Athletic trainer adapts to COVID-19 restrictions for upcoming sports season

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Malia Wanderer, Sports Editor

Palo Alto High School Athletic Trainer Justine Iongi holds up an ankle brace and explains the benefits of using a brace for injuries amid the COVID-19 pandemic. While Iongi needs to physically interact with students to tape their injuries, they can put on a brace independently. This year is Iongi’s sixth year working at Paly as the Athletic Trainer, but the first year that her room isn’t bustling with activity. “It is quiet, you could hear a pin drop,” Iongi said. “It’s bizarre, because it’s a line out the door, several kids per table, and that’s what’s going to change a lot because we’re limiting one to two people at a time inside.” Photo: Malia Wanderer

Previously packed with athletes stopping by for physical therapy, a tape job or ice, Athletic Trainer Justine Iongi’s Sports Medicine room at Palo Alto High School is now eerily quiet, with the once-noisy chatter of students replaced by the low rumble of the ice machine.

After spending the beginning of the school year on maternity leave, Iongi returned to doing administrative work last month and has been preparing to help Paly athletes, who have recently returned to practicing, in the safest manner possible.

“I came back mid-October, and my schedule changed because I was working in the mornings doing admin,” Iongi said. “Now that we’re getting into the full swing of things, I’m here during practice times and I’m going to give the rundown to the coaches of how they can reach me.”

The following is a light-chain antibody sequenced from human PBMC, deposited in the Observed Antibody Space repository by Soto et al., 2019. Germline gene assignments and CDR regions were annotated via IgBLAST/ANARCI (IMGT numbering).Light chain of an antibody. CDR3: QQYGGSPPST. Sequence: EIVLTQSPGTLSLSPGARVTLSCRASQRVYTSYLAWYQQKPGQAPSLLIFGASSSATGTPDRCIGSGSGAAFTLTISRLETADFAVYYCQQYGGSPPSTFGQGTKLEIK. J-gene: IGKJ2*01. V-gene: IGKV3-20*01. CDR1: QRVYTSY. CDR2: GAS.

According to Iongi,  Zoom meeting schedules will open up in December, and she will try to limit in-person contact when she returns to treating athletes’ injuries and helping them with rehabilitation.

“It [the Sports Medicine Department] is moving towards telehealth,” Iongi said. “But when there’s an emergency, and there’s someone who really needs my care, of course, I can’t maintain six feet away if I have to help them.”

To help athletes with less acute injuries recover from a distance, Iongi plans to help them find ways to take care of themselves more independently and schedule Zoom meetings for rehabilitation.

“We’re going to transition to less taping, more focusing on braces because if you have a wrist brace, you could put it on yourself — you don’t need me to do it,” Iongi said. “We’ll have Zoom, it’s going to be an appointment system, where they can schedule a time to talk to me about rehab, an injury. And then from there, we could go ahead and I could send out exercises for them to do and I could get them a little rehab equipment.”

Still, Iongi said, aiding students in the recovery process will be more difficult now that she’s working from a distance.

“It has always been me helping you, hands-on and very engaged,” Iongi said. “So now, of course, it’s hard with the social distancing, but I think the hardest part is that I won’t be able to help as many kids as I normally would because of all the restrictions.”

Iongi said she will miss connecting with athletes in-person and talking to them during games.

“One of the best things about my job is getting to know the students and seeing them excel in their sports,” Iongi said. “I’ll get to see them, but like cheering them on from afar; no more sitting with them on the sidelines, or sitting in the dugout with them.”